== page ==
The Hoover Company’s vacuum cleaners once so dominated its market that people often still describe using any make of vacuum cleaner as ‘hoovering up’. Similarly, people ‘Google’ information from the Internet, even if they do not use Google. The only difference is that Google’s dominance of the Internet search market is far greater than Hoover had ever achieved with its vacuum cleaners. Earlier this year, Google’s search engine had an astonishing 92% of the market, with Bing, the next in line, owned by Microsoft, having barely 3%. This underpins its position as the world’s second largest private company by market capitalisation, at a massive $670bn on 29 September, and backs its seventy offices in forty countries. 
Google’s success in Internet search has been based on its speed and efficiency, things that have been supplemented by its maps and other products such as Gmail and Youtube. As with other Internet-based companies, these services are free to use, but come with a downside: as you use them, you build up a personal profile within Google’s system. This not only ends up delivering different search results to you than other people would get. More importantly, for Google at least, your profile is also used as a marketing tool for companies advertising their products.
Worldwide advertising expenditure last year was just under $500bn, with 36% of that, nearly $180bn, being taken up by digital adverts. Of the digital advertising, Google and Facebook together account for 54% of the global market, with Google the bigger player of the two, and alone accounting for more than half of the US market. Digital advertising is growing faster than for ‘offline’ advertising on television, radio and in newspapers, helping boost the value of Google on the stock market.
Entering popular vocabulary has its commercial benefits. They have expanded this company so much and given it economic power so that it has changed its corporate structure twice in the past two years. In October 2015, Google was reformed as Alphabet, a holding company that had Google as its main component, the one acting as an umbrella company for its Internet operations. In September 2017, Alphabet created a new holding company, XXVI Holdings Inc, which now holds the Google operation and others. The rationale for these moves is varied, and will reflect its expanded operations and business strategy, but I will not cover this further. The Google Internet operation remains the predominant business, providing 99% of revenues, so is the relevant one to investigate
Google operates differently from Facebook. Facebook has two billion users signed up worldwide, people who have supposedly given it their personal details, including their age, gender and location, and likely others, including their friends, relations and interests. Google, however, works at a more abstract level. It uses all aspects of a person’s Internet searching to build a profile that can be sold to advertisers.
Given that it also owns Youtube and Gmail, among other things, its ability to delve into an individual’s inclinations go well beyond simply figuring out if you might be in the market for a particular product. However, the vast volume of data at its disposal also argues against the notion that it is monitoring what an individual person is doing. It handles more than three billion searches per day! Of course, it could hand over your information to the state security services, like other Internet companies. But its modus operandi is to use its huge mountain of data to feed the machine that offers advertisers on its system a likely audience of many millions of people.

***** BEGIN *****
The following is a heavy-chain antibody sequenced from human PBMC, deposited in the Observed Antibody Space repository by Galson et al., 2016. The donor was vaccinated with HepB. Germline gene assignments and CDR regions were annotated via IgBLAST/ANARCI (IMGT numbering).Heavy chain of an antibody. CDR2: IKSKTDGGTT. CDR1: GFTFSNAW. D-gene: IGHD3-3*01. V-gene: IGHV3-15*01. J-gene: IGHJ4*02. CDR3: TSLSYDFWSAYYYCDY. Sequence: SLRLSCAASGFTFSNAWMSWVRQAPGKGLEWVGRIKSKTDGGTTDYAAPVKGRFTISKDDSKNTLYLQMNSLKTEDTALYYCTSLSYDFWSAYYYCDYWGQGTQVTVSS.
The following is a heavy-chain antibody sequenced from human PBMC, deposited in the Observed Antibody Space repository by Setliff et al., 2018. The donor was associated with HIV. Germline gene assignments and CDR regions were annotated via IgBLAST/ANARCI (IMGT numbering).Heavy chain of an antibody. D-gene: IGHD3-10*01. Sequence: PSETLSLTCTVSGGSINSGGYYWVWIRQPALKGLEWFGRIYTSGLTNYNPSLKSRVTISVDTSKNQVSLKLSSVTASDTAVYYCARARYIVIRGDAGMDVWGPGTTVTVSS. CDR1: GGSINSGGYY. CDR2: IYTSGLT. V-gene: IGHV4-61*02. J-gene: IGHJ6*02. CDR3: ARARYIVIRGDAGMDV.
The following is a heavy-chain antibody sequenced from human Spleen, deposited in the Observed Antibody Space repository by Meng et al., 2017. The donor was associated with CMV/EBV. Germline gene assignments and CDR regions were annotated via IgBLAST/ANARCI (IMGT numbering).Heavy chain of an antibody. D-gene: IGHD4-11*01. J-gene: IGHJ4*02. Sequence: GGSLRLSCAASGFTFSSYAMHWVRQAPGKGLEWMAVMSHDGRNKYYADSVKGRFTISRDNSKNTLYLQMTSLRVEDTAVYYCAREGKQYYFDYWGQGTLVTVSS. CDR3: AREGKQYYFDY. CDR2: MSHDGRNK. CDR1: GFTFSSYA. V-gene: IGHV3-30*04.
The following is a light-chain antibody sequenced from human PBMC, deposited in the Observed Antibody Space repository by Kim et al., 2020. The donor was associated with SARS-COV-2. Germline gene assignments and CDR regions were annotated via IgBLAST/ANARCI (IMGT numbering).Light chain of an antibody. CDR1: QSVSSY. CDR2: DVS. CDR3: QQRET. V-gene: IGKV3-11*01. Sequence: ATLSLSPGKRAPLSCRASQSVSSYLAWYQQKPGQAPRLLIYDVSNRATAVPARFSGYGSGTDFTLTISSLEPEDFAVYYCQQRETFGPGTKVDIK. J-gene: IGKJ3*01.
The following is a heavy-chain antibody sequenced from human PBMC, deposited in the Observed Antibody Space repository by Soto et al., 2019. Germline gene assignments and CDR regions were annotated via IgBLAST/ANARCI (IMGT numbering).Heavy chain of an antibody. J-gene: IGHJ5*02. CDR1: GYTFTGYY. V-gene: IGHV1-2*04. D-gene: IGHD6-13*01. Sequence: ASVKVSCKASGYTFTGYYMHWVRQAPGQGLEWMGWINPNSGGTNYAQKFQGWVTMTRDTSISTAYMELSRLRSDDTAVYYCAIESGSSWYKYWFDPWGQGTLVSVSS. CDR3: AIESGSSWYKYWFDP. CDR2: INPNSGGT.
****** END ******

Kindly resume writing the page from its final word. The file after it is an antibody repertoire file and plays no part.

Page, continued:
In 2016, 88% of Alphabet’s total revenues – $79.4bn out of $90.3bn – came from advertising. These advertising deals, although generating larger revenues than for Facebook, ‘can be terminated at any time’. This shows a similar business vulnerability to Facebook, and one that has not been allowed for by capitalist markets. As usual, these markets find it difficult to imagine how a company that delivers your Internet ‘daily bread’ might be hit by a new trend among Internet users to use gluten-free products or switch from bread completely.
Developments in information technology have facilitated the growth of the Internet giants, but they also force these companies to move beyond their traditional revenue sources to maintain their prominent position. Who knows how the market might develop? So they buy up potential rivals – often using their own shares as the means of payment when the bill gets beyond a few hundred million dollars.
This is a game where bright sparks in the relevant area of technology advance what looks like an innovative application and wait for a Google, or Facebook, or Amazon, or Alibaba, or whoever, to show up with an attractive bid for their business, in the process making them multi-millionaires or better. Google has bought more than 200 technology companies from 18 countries since 2001, although most were from the US. These forays were into online advertising software, travel technology, artificial intelligence, facial recognition, visual search, robotics, photography, video, map analysis, mobile devices and many other fields. The reported value of these takeovers is some $30bn, and likely closer to $40bn, or more, allowing for the undisclosed amounts paid in many deals.
One of the Google takeovers reflected its links with the US security establishment. This was of Keyhole Inc in 2004, a company owned by the CIA-linked In-Q-Tel. Keyhole specialised in satellite mapping software, funded by the CIA, and went on to become Google Earth in 2005.
Such takeovers are one way in which an existing monopolist is able to use the financial system to consolidate and extend its market power. This is just as well for Google, since it recognises that getting extra revenues from its traditional search business is under threat.
As a relatively new business, Google/Alphabet has had strongly growing revenues and net income. Both nearly doubled in the four years to 2016: revenues to $90.3bn and net income to $19.5bn. But this kind of growth is necessary for a company that, as a matter of policy, has never paid any dividends to holders of its common stock and does not plan to do so. Capitalist investors in Google/Alphabet shares must be satisfied with the growth of the business if they receive no direct income from it, hoping that such growth will encourage the share price to rise. In other words, the capital gain from just holding the shares must look good enough to offset the lack of income from them.